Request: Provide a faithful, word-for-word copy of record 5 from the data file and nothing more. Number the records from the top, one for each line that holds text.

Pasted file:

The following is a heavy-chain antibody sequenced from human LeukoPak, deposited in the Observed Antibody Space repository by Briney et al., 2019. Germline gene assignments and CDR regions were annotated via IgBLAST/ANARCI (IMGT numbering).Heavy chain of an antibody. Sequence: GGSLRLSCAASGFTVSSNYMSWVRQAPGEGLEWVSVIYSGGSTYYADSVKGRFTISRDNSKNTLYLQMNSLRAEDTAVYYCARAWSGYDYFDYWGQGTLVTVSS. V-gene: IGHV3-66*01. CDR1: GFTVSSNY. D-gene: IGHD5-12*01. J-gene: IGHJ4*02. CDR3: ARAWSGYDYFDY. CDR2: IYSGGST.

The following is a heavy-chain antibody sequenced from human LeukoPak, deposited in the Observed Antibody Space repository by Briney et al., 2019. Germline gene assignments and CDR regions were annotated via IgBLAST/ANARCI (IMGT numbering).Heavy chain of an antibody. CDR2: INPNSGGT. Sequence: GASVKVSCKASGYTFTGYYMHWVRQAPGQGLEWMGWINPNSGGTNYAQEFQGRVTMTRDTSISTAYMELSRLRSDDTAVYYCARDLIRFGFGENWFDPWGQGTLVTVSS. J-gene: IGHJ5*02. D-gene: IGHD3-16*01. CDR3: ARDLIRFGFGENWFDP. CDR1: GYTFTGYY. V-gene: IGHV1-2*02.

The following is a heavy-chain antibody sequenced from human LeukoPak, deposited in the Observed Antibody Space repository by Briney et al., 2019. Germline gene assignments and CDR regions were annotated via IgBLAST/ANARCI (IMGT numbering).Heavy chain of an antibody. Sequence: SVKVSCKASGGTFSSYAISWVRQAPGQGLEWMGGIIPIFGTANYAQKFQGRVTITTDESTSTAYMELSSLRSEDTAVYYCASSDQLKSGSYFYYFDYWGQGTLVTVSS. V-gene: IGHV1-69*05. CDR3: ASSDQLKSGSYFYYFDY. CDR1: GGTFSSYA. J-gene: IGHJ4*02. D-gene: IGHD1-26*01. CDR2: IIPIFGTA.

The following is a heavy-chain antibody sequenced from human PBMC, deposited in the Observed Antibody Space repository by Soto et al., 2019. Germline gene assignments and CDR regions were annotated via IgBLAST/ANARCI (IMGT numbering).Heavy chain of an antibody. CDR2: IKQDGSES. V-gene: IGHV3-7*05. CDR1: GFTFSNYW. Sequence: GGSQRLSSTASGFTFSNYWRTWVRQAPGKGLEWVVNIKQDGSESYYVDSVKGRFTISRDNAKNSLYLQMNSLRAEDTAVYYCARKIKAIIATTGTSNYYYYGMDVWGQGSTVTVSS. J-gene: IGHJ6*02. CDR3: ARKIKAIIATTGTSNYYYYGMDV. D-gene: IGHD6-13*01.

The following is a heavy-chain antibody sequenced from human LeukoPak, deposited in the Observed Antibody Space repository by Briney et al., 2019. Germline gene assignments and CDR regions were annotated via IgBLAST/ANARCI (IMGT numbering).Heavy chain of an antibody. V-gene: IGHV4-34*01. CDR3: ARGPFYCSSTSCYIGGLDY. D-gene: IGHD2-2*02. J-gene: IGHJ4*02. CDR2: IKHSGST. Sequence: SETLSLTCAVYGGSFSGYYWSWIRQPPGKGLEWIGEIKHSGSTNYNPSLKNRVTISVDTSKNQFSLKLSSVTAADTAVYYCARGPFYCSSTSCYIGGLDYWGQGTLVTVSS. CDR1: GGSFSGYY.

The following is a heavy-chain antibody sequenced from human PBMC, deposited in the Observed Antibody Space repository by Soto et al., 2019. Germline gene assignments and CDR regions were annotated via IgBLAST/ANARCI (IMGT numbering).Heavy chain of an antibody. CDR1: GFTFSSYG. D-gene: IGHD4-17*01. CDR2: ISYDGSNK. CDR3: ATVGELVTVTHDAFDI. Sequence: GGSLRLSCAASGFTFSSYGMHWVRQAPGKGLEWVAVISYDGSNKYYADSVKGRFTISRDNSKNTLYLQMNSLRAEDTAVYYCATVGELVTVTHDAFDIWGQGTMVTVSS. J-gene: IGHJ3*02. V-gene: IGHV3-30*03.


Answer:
The following is a heavy-chain antibody sequenced from human LeukoPak, deposited in the Observed Antibody Space repository by Briney et al., 2019. Germline gene assignments and CDR regions were annotated via IgBLAST/ANARCI (IMGT numbering).Heavy chain of an antibody. V-gene: IGHV4-34*01. CDR3: ARGPFYCSSTSCYIGGLDY. D-gene: IGHD2-2*02. J-gene: IGHJ4*02. CDR2: IKHSGST. Sequence: SETLSLTCAVYGGSFSGYYWSWIRQPPGKGLEWIGEIKHSGSTNYNPSLKNRVTISVDTSKNQFSLKLSSVTAADTAVYYCARGPFYCSSTSCYIGGLDYWGQGTLVTVSS. CDR1: GGSFSGYY.